In one of the dialogs from J.R.R. Tolkien’s “The Hobbit”, Gandalf, despite having lived on Middle Earth for over 3,000 years, failed to understand the meaning of a simple phrase: “Good Morning!”

Here is the dialog itself:

“Good Morning!" said Bilbo, and he meant it. The sun was shining, and the grass was very green. But Gandalf looked at him from under long bushy eyebrows that stuck out further than the brim of his shady hat.
"What do you mean?" he said. "Do you wish me a good morning, or mean that it is a good morning whether I want it or not; or that you feel good this morning; or that it is a morning to be good on?"
"All of them at once," said Bilbo. "And a very fine morning for a pipe of tobacco out of doors, into the bargain.

The main takeaway from this simple dialog is that the phrase “good morning” itself does not actually convey any information at all! While we all take it for granted as a simple conversation starter, this phrase has nothing to do with anything “good” or with “morning” — or with “afternoon”, or even “night,” at all.

Samwise Gamgee's hobbit hole.
Photo by Nikhil Prasad / Unsplash

That begs a certain question: In our world, where we tend to strive for efficiency and insist that all things serve a certain purpose, why do we habitually make use of expressions that seem to make no practical sense at all?

In this article, we’ll take a look at what these phrases actually mean, how what they mean can change over time, and why different generations of people might perceive the same expresions differently. (No spoilers, but a lot of this has to do with politeness.) Without further ado, let’s get started!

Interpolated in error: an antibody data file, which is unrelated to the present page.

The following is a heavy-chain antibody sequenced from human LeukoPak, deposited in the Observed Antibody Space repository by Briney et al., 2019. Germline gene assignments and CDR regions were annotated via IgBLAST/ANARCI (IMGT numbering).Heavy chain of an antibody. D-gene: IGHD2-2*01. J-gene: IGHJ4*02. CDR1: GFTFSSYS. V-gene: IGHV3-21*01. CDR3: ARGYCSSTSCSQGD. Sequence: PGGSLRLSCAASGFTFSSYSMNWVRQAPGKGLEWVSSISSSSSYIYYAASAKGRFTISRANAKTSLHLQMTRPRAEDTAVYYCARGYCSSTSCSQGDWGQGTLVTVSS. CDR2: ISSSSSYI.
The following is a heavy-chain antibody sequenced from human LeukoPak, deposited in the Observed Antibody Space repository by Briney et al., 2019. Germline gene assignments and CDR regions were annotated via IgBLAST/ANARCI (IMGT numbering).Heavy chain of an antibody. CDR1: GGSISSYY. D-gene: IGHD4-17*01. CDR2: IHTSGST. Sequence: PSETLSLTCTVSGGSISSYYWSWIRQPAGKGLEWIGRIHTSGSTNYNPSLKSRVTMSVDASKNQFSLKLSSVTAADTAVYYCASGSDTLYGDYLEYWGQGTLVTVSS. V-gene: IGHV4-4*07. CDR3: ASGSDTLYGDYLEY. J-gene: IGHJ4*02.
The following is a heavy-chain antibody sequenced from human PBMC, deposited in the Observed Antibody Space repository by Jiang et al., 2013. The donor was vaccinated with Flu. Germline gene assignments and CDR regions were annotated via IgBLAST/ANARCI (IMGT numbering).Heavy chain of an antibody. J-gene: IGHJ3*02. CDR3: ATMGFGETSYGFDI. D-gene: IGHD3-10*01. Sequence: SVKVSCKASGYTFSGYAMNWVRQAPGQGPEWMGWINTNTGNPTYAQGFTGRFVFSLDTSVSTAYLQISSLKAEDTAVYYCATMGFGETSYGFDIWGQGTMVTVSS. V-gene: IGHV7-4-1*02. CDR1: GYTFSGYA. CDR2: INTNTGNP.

Why bother with politeness?

According to Wikipedia, politeness is “the practical application of good manners or etiquette so as not to offend others.” If you refer to the same article, but the version that’s written in my native language, it also says that politeness is a personality trait. This suggests that for some people being polite is as common as breathing, while for others it is something of a foreign experience. Like other traits, it can be acquired or learned over time: someone rude could become the sweetest person there is, if they really wanted to. It works the other way around, too, of course.

Politeness can be thought of as a culturally defined code of conduct, which means that some actions considered to be rude in one culture might be seen as acceptable in another. As cultural norms change over time, etiquette isn’t set in stone. Some behavior your grandma finds okay might seem outrageous to you.

Naturally, politeness can be expressed through language as well. Such words and phrases as “hello” or “thank you” are used because it is customary to greet and thank people in certain situations. However, other things are said because they are supposed to be said... but actually provide zero informational value.

These things are called phatic expressions, and that’s what we’re going to focus on today.

What is a phatic expression?

Phatic expressions are the sort of expressions in which the semantic information communicated is far less important than the pragmatic information communicated. In this context, semantic refers to the information delivered in a sentence, and pragmatic concerns what a given sentence is supposed to accomplish in a conversation. In other words, phatic expressions are words that are said simply for the sake of being said, not because they provide the listener with any new information.

For example, expressions such as “Hello,” “How are you?” and “How’s it going?” are made up of different words, but all of them mean roughly the same thing. The only real difference between them is the degree of formality and appropriateness. More practically speaking, all of these phrases simply serve to acknowledge another person. They’re the verbal equivalent of a wave.

Photo by JuniperPhoton / Unsplash

Additionally, the meaning of some phatic phrases may vary from one culture to another (assuming that the same language is spoken in both places.) A common American “You alright?” would be thought of as an expression of genuine concern in the UK, for example. This works the other way around, too: “What’s up?” is not perceived as a greeting by most Brits, but is commonly used as such in North America.